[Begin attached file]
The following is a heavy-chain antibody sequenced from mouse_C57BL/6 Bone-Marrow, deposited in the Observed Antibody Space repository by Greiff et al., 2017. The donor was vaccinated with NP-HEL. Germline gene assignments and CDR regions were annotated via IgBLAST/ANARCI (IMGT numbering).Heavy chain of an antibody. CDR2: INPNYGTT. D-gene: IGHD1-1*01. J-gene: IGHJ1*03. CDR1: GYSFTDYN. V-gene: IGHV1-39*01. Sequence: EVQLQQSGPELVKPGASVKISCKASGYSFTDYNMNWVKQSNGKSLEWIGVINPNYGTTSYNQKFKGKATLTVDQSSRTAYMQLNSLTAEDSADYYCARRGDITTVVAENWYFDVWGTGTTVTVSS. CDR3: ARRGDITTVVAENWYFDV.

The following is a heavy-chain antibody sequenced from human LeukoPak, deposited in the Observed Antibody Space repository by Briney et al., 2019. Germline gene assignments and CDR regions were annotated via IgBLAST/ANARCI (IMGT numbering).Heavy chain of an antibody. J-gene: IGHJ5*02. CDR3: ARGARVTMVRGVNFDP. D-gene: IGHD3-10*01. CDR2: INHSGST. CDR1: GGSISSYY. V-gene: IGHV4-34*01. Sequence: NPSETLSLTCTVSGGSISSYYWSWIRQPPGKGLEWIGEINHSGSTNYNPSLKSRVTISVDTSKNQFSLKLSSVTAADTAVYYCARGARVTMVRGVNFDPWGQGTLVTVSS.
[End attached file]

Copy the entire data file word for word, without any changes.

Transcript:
The following is a heavy-chain antibody sequenced from mouse_C57BL/6 Bone-Marrow, deposited in the Observed Antibody Space repository by Greiff et al., 2017. The donor was vaccinated with NP-HEL. Germline gene assignments and CDR regions were annotated via IgBLAST/ANARCI (IMGT numbering).Heavy chain of an antibody. CDR2: INPNYGTT. D-gene: IGHD1-1*01. J-gene: IGHJ1*03. CDR1: GYSFTDYN. V-gene: IGHV1-39*01. Sequence: EVQLQQSGPELVKPGASVKISCKASGYSFTDYNMNWVKQSNGKSLEWIGVINPNYGTTSYNQKFKGKATLTVDQSSRTAYMQLNSLTAEDSADYYCARRGDITTVVAENWYFDVWGTGTTVTVSS. CDR3: ARRGDITTVVAENWYFDV.

The following is a heavy-chain antibody sequenced from human LeukoPak, deposited in the Observed Antibody Space repository by Briney et al., 2019. Germline gene assignments and CDR regions were annotated via IgBLAST/ANARCI (IMGT numbering).Heavy chain of an antibody. J-gene: IGHJ5*02. CDR3: ARGARVTMVRGVNFDP. D-gene: IGHD3-10*01. CDR2: INHSGST. CDR1: GGSISSYY. V-gene: IGHV4-34*01. Sequence: NPSETLSLTCTVSGGSISSYYWSWIRQPPGKGLEWIGEINHSGSTNYNPSLKSRVTISVDTSKNQFSLKLSSVTAADTAVYYCARGARVTMVRGVNFDPWGQGTLVTVSS.